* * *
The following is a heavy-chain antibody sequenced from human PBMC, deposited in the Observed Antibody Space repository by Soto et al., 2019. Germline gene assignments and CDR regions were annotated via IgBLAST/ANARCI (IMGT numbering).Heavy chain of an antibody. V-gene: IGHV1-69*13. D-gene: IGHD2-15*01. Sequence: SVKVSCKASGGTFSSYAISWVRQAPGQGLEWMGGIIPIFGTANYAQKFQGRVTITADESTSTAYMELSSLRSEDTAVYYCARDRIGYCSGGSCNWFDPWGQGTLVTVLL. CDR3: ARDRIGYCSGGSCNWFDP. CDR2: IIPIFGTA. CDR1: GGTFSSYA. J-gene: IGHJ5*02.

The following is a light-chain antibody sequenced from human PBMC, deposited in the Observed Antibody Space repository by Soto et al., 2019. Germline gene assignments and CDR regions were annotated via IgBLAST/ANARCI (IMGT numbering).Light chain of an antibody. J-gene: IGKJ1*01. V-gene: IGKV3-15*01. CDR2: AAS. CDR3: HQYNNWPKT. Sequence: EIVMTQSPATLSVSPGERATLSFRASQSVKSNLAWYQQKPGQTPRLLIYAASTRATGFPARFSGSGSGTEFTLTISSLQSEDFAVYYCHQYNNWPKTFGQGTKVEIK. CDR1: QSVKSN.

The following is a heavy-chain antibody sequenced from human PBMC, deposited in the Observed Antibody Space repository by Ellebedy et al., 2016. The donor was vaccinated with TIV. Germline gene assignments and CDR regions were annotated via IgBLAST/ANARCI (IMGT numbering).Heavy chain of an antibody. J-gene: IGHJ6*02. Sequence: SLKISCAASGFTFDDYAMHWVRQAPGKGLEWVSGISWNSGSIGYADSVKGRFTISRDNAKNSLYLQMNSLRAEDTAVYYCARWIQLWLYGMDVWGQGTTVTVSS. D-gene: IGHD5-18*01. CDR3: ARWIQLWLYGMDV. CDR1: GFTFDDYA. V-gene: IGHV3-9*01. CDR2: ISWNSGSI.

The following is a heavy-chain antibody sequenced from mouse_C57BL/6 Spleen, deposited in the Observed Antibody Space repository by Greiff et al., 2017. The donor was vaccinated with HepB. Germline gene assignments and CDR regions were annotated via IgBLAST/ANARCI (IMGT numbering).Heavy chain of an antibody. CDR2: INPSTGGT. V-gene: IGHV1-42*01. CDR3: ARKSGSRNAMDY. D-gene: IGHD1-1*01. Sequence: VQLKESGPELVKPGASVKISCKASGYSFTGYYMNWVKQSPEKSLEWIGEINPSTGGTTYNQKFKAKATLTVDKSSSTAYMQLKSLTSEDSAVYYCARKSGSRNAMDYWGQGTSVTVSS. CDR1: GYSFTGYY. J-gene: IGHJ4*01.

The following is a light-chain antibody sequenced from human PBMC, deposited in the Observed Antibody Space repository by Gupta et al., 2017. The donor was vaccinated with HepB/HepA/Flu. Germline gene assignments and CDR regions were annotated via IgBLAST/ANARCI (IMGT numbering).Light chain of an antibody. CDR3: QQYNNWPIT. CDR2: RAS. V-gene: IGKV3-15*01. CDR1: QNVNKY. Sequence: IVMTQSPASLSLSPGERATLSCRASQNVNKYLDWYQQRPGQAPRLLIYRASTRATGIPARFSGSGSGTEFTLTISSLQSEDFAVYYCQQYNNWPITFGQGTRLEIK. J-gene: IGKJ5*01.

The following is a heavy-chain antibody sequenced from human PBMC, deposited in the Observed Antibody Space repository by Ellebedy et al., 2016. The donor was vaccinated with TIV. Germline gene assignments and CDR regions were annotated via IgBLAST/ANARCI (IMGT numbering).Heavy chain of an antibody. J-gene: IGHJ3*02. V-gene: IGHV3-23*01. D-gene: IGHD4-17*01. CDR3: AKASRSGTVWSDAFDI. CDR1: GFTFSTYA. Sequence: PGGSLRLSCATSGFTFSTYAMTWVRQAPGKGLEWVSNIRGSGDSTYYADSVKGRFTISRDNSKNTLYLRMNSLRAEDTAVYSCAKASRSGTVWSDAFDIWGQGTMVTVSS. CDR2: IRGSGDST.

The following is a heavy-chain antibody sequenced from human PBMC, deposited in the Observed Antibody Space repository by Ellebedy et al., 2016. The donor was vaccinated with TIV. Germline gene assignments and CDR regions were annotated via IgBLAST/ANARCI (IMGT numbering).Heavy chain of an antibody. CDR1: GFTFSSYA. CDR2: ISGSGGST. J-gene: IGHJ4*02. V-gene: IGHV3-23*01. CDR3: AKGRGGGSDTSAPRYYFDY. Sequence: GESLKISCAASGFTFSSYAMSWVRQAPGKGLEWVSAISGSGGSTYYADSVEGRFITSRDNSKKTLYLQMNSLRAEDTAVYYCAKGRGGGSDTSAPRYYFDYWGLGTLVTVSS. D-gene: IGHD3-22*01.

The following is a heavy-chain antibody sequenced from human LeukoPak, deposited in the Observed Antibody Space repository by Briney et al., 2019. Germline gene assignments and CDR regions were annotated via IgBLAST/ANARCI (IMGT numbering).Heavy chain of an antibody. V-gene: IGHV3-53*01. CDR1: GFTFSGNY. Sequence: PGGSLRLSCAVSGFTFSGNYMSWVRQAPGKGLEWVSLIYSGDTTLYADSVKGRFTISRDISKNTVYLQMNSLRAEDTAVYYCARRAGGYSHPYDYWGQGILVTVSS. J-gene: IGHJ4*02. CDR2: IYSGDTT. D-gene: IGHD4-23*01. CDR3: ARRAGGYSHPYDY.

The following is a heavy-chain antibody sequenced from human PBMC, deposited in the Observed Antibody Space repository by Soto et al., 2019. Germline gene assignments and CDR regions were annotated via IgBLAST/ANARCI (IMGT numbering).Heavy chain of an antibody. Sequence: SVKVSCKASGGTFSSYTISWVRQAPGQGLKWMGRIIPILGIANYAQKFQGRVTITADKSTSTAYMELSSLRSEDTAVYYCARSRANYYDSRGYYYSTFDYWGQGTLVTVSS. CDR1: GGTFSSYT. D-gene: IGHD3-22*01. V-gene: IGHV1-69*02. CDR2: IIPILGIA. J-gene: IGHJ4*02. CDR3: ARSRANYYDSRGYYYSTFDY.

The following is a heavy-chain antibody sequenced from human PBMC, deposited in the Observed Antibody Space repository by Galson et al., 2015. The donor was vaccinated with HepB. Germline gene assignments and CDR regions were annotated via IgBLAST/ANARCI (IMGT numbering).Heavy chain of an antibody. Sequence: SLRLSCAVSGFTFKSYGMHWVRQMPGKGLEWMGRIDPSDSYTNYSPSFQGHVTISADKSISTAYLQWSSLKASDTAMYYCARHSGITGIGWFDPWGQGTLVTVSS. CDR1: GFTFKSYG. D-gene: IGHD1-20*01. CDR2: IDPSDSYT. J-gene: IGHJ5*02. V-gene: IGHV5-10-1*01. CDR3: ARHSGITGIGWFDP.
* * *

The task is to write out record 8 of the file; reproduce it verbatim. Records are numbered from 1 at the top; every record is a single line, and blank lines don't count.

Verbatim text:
The following is a heavy-chain antibody sequenced from human LeukoPak, deposited in the Observed Antibody Space repository by Briney et al., 2019. Germline gene assignments and CDR regions were annotated via IgBLAST/ANARCI (IMGT numbering).Heavy chain of an antibody. V-gene: IGHV3-53*01. CDR1: GFTFSGNY. Sequence: PGGSLRLSCAVSGFTFSGNYMSWVRQAPGKGLEWVSLIYSGDTTLYADSVKGRFTISRDISKNTVYLQMNSLRAEDTAVYYCARRAGGYSHPYDYWGQGILVTVSS. J-gene: IGHJ4*02. CDR2: IYSGDTT. D-gene: IGHD4-23*01. CDR3: ARRAGGYSHPYDY.